I haven’t been very good to you lately tumblr. I haven’t been very good to anyone as a matter of fact. My friends. My family. Myself. I’m just so frustrated with the fact that nothing is stable. I have nothing to depend on. If something is good today, it will likely suck tomorrow. The more I worry the worse it gets, but since I’m stuck feeling like it’s going to get worse I only worry about it more. It’s an endless cycle and I don’t know what to do about it anymore. Therapy has done nothing for me because as hard as I try when it comes down to it I suck at being open with anyone. I constantly feel like I have nothing, like I’m drowning in my thoughts and feelings because I have no one to share them with. I know there are people who would be more than happy to listen and I appreciate it, don’t get me wrong but it doesn’t seem to help. I don’t feel like the conversations are productive. They don’t make me feel better. I don’t get anything off my chest.
Wah. I hate sounding like this but I don’t know where else to let it out.
Funny I’ve been feeling like this for some time now too. I’m sure for very different reasons but it really does suck when even talking to someone about it doesn’t help. Feeling down always has a spiraling effect. I’ve been looking for ways to change the direction of my mood but yeah… nothing seemed to work I even considered putting a huge long thing on Tumblr but refrained.
Besides drinking a shitload of caffiene and cleaning my room while listening to Ska music, the best way (I know of) to deal with life when you feel like everything’s shitty is to remember that your friends are there. Even if you can’t express everything to them and you feel disconnected, they are there for ya. And yes things change, nothing is truly stable. The best way to cope is to prepare for it and learn how to rely on your inner strengths when these changes hit hard.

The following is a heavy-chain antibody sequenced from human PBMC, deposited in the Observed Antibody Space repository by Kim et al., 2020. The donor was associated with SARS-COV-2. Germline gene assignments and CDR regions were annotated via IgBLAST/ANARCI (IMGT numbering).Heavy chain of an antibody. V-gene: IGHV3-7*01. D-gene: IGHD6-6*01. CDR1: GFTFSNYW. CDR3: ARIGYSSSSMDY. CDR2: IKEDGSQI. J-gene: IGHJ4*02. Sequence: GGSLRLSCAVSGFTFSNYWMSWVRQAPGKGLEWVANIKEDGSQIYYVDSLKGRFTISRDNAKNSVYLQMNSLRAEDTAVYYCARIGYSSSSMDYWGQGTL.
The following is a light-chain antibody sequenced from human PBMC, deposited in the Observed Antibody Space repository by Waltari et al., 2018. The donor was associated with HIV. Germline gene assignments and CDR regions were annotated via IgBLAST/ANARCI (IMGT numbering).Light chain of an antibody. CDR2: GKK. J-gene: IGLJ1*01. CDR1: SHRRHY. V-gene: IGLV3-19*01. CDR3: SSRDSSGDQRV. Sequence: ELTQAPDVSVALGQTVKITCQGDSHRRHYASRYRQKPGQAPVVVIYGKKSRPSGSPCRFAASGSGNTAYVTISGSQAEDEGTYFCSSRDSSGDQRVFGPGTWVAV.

Anyways hope you find something that’ll reverse those feelings you got and keep on fighting! Kick those downer thoughts in the fuckn ass.
2009, so far, seems to be the year that minimalism is finally “crossing over” into more popular realms. While the uniquely American style has always flirted with contemporaneous popular musics, based largely around their commonalities in repetitive structure and rhythmic intensity, the attention to detail and the patience demanded of the listener have kept it from having more popular appeal. Here and there, artists on both sides of the divide (like Glenn Branca or Tortoise), have seemingly struck compositional gold treading the fertile middle ground of minimalism and popular music, yet their successes are largely unduplicated.
That is, until recently: it almost seems like the last five years have been setting up 2009 to be the year that popular art music and artsy popular music finally combine. Of the artists on my “halftime” list, a full HALF of them have overt, unquestionably minimalist tendencies. Now, I’d be normally inclined to write this off as my personal taste: I love minimalism, and it heavily influences both my original work and my listening. However, the albums that I make mention of here are all perennial critical darlings, which leads me to believe that audiences are finally patient enough to begin digesting really experimental art music in the popular canon.